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Stock market news today: Nasdaq leads market rally ahead of crucial jobs data

Tech stocks led the major averages higher on Thursday as investors looked again to labor market data for signposts to the path of interest rates.

The Dow Jones Industrial Average (^DJI) lagged the other major averages, rising about 0.2%. Meanwhile, the S&P 500 (^GSPC) popped 0.8% and the Nasdaq Composite (^IXIC) pointed to a rebound for tech stocks, rising nearly 1.4%.

Signs this week that the labor market is finally getting back to normal point to the Federal Reserve's anti-inflation interest rate hikes as having their desired impact. With a soft landing for the economy looking more likely, traders have been betting on a Fed policy shift to cut rates.

Read more: What the Fed rate-hike pause means for bank accounts, CDs, loans, and credit cards

Tech stocks led the gains with Alphabet (GOOGL) shares surging more than 5% after the company launched new AI initiatives.

The latest weekly jobless claims data revealed 220,000 claims were filed in the week ending Dec. 2. The number came in line with what economists surveyed by Bloomberg had expected and was up just 2,000 from the week prior, largely reflecting limited increases in layoffs.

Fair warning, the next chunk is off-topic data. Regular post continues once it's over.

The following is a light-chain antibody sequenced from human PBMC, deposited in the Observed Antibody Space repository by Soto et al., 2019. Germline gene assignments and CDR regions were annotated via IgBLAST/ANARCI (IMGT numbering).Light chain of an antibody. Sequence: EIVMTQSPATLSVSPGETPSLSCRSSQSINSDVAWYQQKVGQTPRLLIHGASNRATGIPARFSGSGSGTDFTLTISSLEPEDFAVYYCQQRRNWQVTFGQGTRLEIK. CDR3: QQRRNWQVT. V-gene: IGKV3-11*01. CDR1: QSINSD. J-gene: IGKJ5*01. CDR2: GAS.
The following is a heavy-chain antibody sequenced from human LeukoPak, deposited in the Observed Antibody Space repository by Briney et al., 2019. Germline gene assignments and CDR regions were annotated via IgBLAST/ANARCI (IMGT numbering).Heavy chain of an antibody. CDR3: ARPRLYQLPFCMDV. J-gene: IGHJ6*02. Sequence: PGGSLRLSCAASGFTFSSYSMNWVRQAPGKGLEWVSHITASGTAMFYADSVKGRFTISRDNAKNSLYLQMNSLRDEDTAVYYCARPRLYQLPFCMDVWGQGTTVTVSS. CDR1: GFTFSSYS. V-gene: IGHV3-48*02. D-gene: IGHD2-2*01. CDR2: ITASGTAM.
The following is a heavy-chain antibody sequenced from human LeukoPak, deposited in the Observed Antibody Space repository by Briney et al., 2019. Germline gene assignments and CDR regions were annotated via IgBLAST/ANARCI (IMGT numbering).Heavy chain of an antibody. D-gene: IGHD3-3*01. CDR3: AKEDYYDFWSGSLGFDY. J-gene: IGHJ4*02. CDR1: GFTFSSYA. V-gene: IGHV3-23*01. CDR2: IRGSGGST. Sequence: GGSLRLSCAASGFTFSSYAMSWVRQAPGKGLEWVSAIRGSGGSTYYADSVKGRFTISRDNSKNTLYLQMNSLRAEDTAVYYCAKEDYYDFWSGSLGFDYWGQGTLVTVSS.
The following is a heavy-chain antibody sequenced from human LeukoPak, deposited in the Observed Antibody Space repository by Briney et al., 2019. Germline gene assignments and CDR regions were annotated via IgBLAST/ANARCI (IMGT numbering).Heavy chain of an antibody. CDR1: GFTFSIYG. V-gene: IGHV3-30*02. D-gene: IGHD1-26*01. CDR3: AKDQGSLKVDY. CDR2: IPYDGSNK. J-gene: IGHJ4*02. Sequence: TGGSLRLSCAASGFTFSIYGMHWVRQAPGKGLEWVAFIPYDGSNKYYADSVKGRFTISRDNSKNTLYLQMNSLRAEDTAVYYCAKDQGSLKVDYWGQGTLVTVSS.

But the crucial monthly US jobs report on Friday will be the real test of inflation and interest rate expectations before the Fed's last meeting of the year next week.

Live coverage is over
  • Josh Schafer

    Stocks rally ahead of November jobs report

    Tech stocks led the major averages higher on Thursday as investors looked again to labor market data for signposts to the path of interest rates.

    The Dow Jones Industrial Average (^DJI) lagged the other major averages, rising about 0.2%. Meanwhile, the S&P 500 (^GSPC) popped 0.8% and the Nasdaq Composite (^IXIC) pointed to a rebound for tech stocks, rising nearly 1.4%.